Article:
Endometriosis has existed for centuries but had a hidden toll. The insignificant attention to the disease has led to the affectation of an estimated population of 176 million women worldwide, about 10% of whom are women in the reproductive age. Endometriosis, the second most common gynecologic disease, has gained the needed attention and momentum only in the past two decades. This study highlighted some of the positive effects of early and timely hysterolaparoscopy in alleviating a patient’s agony and improving QoL. Endometriosis affects women in the prime of their lives and can affect teens and young women who are either in their reproductive or active working age. Because the diagnosis could be delayed, it can affect women’s sexual, social, work, and general life; some even endure a life of constant debilitating pains and infertility [13]. The other reported consequences were broken homes, loss of jobs, and economic burden, all of which can lead to miserable lifestyles of drinking alcohol, smoking cigarettes, and using illicit drugs [1, 20]. The economic burden to individuals and society is enormous [20]. In 2012, an endometriosis survey in the United Kingdom showed that about 1.6 million women were affected, with an estimated financial burden of £10.6 billion. In Australia, approximately 550,000 women were affected, costing £2.75 billion. In the United States, approximately 7.6 million women were affected, with financial implications of about £52.1 billion per year, due to loss of work and healthcare [21, 22]. The accurate prevalence and subsequent economic burden in Hungary remain unknown, although a multicenter study by Bokor A et al estimated a population of approximately 184.223 women affected, with an estimated cost of €1.6 billion per year [23, 24]. Similar to other countries, Hungary has a very complex healthcare system financing. Today, in addition to the public health sector operatives, privately operated healthcare services are becoming very relevant. More so, out of pocket in the healthcare system is very predominant. In this regard, it is difficult to estimate public healthcare financing [25]. Our center is a privately operated hospital that specializes in minimally invasive surgical procedures. The medical and hospital bills, which exclude preoperative investigative costs, are approximately €1.558 and are mainly financed by out of pocket means or by a private insurance policy of the patient. This cost is estimated to be close to almost four times the minimum wage for workers (€460) in the country. The highlighted cost implication shows the level of possible financial stress on patients affected with endometriosis. The estimated financial burden does not include the series of pain regulating medications, consultation, loss of working hours lost due to symptoms, and disease-related complaints.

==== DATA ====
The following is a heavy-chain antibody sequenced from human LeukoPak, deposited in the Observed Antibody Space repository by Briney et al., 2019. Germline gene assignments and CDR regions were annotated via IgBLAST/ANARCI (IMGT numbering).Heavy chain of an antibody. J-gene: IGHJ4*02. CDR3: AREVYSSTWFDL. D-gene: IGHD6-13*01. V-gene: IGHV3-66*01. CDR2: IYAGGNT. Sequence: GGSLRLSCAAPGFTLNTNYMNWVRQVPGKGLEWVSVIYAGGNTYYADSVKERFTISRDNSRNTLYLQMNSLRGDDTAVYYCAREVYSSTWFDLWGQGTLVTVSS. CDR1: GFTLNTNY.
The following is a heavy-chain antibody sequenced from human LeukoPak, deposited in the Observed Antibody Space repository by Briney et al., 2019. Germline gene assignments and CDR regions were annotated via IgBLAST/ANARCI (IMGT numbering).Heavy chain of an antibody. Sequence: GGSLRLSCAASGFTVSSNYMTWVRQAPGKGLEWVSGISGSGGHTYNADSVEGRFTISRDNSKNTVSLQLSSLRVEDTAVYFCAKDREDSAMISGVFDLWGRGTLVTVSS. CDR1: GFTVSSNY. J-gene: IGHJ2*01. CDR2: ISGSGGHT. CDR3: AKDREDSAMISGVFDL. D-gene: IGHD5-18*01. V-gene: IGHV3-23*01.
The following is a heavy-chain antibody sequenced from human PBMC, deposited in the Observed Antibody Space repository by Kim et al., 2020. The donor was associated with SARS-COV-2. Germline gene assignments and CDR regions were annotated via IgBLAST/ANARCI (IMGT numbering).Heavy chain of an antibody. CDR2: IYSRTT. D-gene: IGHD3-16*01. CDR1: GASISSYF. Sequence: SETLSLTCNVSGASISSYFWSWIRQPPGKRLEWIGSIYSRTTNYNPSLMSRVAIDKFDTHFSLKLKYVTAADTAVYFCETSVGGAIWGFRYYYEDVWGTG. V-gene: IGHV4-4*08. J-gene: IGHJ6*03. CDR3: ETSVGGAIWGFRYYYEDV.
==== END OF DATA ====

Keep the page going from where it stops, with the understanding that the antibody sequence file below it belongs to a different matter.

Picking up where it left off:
In this study, the socioeconomic well-being, QoL, and other beneficial effects of expert laparoscopic management of women with endometriosis were evaluated. The combined hysterolaparoscopy enabled thorough and simultaneous evaluation and treatment of other abnormalities that may negatively influence QoL; these abnormalities included bleeding disorders, fibroid cramps, and anatomical deformity that may impair fertility (i.e., subseptum uteri, polyps, Asherman disease, synechia, and adhesions) [26-28]. The mean age of the patients and the duration of diagnosis in this study were similar to those in other studies [24, 29]. Interestingly, the left side of the lower pelvis seemed to be more involved, compared with the right side, probably owing to the intraabdominal fluid circulation pattern, which is in a clockwise direction and stops at the pouch of Douglas at the rectosigmoid level. This fluid that contains cells and tissues and originates from retrograde menstruation, as well other fluids from obstetrics and gynecologic interventions, takes relatively long to settle and digest. This may enhance the possibility of implantation of endometriotic cells or tissues in association with other predisposing factors [18]. Moreover, similar to a study conducted by Flores I et al. and Moammar Al-Jefout et al., this study found a possible direct association of endometriosis with dysmenorrhea, dyspareunia, chronic pelvic pain, and infertility [29–31]. Endometriosis can affect women in several ways; for example, coitus-associated pain could lead to avoidance of intercourse and, ultimately, negatively affect fertility, as shown by other studies [16, 32, 33]. Therefore, the high incidence of dyspareunia (80%) could support the relatively high number of infertility cases (69%). However, during the follow-up period, 9.66% of women opted out of the desire for a child due to various reasons. Similar to a study by Erhong Z et al., this study showed that of the 455 women with infertility, 70.1% had primary infertility and 29.9% had secondary infertility at the end of the follow-up period. After 2 years, 81.3% of patients in all stages of endometriosis became pregnant. In this study, the rate of successful live birth was 94.2%. Similarly, P Kuivasaari et al. reported that the rates of pregnancy and live birth were 81.6% and 43.7%, respectively, in stage I/II endometriosis and 56.7% and 40.3%, respectively, in stage III/IV endometriosis after 1–4 IVF/ICSI treatment cycles [15, 40]. The individualized surgical expertise approach in this center may have influenced the fertility performance in this study. Based on our outcome, the success rate was not significantly influenced by the stage of endometriosis. Moreover, the fertility performance was satisfactory and within an acceptable level; this can lead to an exceptional level of relief of the burden to many families in the society. The other serious challenge faced by women in this study was the presence of pain-related symptoms, such as dysmenorrhea, dyspareunia, dyschezia, dysuria, and abdominal discomfort. Considering the symptoms and complaints of our study population, endometriosis clearly and tremendously lowered the QoL of women; these findings were similar to those reported by Monga et al. and others about QoL, which is relatively low among couples with endometriosis [1, 16, 34].